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Nest Control

Author: Dylan Wallace Email:
Date: Last modified on 01/03/17
Keywords: Smart Home, Nest, API, SDK, Android, Java

This tutorial is the first part of a series of tutorials on Smart Home development. This tutorial serves as a starting point for Nest development using Android. Nest development can also be done with iOS and Web, but we will not cover these in this tutorial. For more info on those, see the Nest developers website.


The Nest API utilizes a single JSON document to store all of the data about one “structure” or home that a user has associated with their account. This structure then includes all of the devices, and all of the parameters for the devices, as well as user data such as location.

In order to interface with the Nest API, we need to utilize the Firebase platform, which is an application infrastructure that handles authentication, hosting, and more. Thankfully, Firebase is built into the Nest API, allowing us to use it with ease.

The app that we will create will utilize the Nest SDK to send Firebase commands to the Nest API in order to read and write the data of the Nest API/JSON document for our Nest home. In order to have a secure connection and ensure that user data isn't compromised, we will also have to initiate authentication and permissions with the Nest client. Then, we will be able to read/write the values as we please, within the Nest guidelines.


First, you will need to download some tools and SDKs to start working with the Nest products. The first program that we should install is Android Studio. This will allow us to develop Android apps to interface with the Nest API. Follow all of the setup instructions, and download all of the necessary SDKs during the install process (it will prompt you to do this). This process may take up-to 2 hours, so make sure that you install it as soon as possible to start developing.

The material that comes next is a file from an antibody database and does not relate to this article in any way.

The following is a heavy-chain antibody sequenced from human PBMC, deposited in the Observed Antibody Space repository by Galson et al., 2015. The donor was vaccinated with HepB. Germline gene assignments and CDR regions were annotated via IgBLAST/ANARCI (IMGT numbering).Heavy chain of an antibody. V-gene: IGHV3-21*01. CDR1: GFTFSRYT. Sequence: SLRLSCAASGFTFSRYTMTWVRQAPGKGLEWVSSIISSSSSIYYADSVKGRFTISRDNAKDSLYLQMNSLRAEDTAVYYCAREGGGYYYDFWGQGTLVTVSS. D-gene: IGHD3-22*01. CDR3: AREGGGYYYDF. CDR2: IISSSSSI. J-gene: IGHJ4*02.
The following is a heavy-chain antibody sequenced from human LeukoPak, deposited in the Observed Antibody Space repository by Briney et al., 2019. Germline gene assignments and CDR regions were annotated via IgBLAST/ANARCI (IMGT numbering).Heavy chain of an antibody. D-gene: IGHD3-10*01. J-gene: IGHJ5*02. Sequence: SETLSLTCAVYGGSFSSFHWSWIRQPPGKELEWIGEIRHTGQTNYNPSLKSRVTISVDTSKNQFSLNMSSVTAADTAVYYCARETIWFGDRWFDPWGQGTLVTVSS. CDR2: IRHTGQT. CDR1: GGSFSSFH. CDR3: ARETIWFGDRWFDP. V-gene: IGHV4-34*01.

Next, we will need to download the necessary Nest SDKs. For this tutorial, we will be using the sample code which is provided separate from the main SDK, because this is easier for setup. The sample code can be found here. The Nest SDK can be found here. Once you have downloaded these, you should be good to start developing.

Setting up a Nest Client

Once you have downloaded the necessary tools and SDKs, we will need to set-up a Nest client for our app to use for authentication and permissions. To do this, first make a Nest developers account. If you already have a Nest account associated with physical devices, make a different account for development, as we will be using a web simulator that interferes with physical devices on the same account.

Now, we will create our Nest client. To do this, we will head to the products page of the Nest website. This page allows us to create custom clients for our app. Your screen should end up looking like this:


Here, you will need to fill in the basic info for your app. Fill in the Product Name, Description, Categories, Users, and Support URL fields according to your needs. For the Redirect URI, use “http://localhost/”. This will redirect our app back to itself after authentication.

Next, we will need to provide the permissions for our app to use. To do this, we will simply add the necessary permissions on the product page. For testing purposes, it is best to give all permissions to ensure that everything is working. Your permissions section should end up looking like this:


Once you have made these adjustments, you should be ready to use the Nest client to communicate with your app. Take note of the Product ID, Product Secret, and Authorization URL to the right of the screen, as we will need this later.

Setting up the Android Studio Project

Once we have set-up the Nest client, we can then move on to creating our app. For this tutorial, we will be using a sample app provided by Nest, in order to make understanding easier for future development.